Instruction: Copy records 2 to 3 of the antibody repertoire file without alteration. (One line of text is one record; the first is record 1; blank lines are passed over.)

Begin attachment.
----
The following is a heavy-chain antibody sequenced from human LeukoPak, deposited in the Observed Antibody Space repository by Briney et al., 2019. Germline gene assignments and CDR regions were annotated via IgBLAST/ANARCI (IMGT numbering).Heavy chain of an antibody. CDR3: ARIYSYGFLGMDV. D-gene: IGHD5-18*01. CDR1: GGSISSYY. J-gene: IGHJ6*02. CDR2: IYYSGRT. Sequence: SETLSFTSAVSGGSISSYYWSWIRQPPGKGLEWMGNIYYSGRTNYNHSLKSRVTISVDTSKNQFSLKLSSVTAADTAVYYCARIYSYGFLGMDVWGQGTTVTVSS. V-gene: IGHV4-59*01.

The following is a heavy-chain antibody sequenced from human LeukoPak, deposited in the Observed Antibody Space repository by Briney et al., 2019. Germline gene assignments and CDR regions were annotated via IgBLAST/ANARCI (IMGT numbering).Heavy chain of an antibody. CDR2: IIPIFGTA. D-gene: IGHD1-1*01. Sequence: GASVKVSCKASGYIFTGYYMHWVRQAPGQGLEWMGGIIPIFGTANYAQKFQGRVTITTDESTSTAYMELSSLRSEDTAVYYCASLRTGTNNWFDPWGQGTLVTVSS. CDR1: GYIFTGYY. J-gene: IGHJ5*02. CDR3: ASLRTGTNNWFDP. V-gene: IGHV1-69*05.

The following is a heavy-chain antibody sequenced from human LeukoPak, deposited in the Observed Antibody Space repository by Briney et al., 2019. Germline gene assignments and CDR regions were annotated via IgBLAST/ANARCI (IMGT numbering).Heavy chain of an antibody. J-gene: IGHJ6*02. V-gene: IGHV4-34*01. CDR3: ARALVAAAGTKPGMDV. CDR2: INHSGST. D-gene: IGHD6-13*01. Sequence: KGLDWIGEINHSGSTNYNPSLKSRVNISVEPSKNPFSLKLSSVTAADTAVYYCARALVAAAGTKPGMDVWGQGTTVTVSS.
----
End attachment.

The following is a heavy-chain antibody sequenced from human LeukoPak, deposited in the Observed Antibody Space repository by Briney et al., 2019. Germline gene assignments and CDR regions were annotated via IgBLAST/ANARCI (IMGT numbering).Heavy chain of an antibody. CDR2: IIPIFGTA. D-gene: IGHD1-1*01. Sequence: GASVKVSCKASGYIFTGYYMHWVRQAPGQGLEWMGGIIPIFGTANYAQKFQGRVTITTDESTSTAYMELSSLRSEDTAVYYCASLRTGTNNWFDPWGQGTLVTVSS. CDR1: GYIFTGYY. J-gene: IGHJ5*02. CDR3: ASLRTGTNNWFDP. V-gene: IGHV1-69*05.

The following is a heavy-chain antibody sequenced from human LeukoPak, deposited in the Observed Antibody Space repository by Briney et al., 2019. Germline gene assignments and CDR regions were annotated via IgBLAST/ANARCI (IMGT numbering).Heavy chain of an antibody. J-gene: IGHJ6*02. V-gene: IGHV4-34*01. CDR3: ARALVAAAGTKPGMDV. CDR2: INHSGST. D-gene: IGHD6-13*01. Sequence: KGLDWIGEINHSGSTNYNPSLKSRVNISVEPSKNPFSLKLSSVTAADTAVYYCARALVAAAGTKPGMDVWGQGTTVTVSS.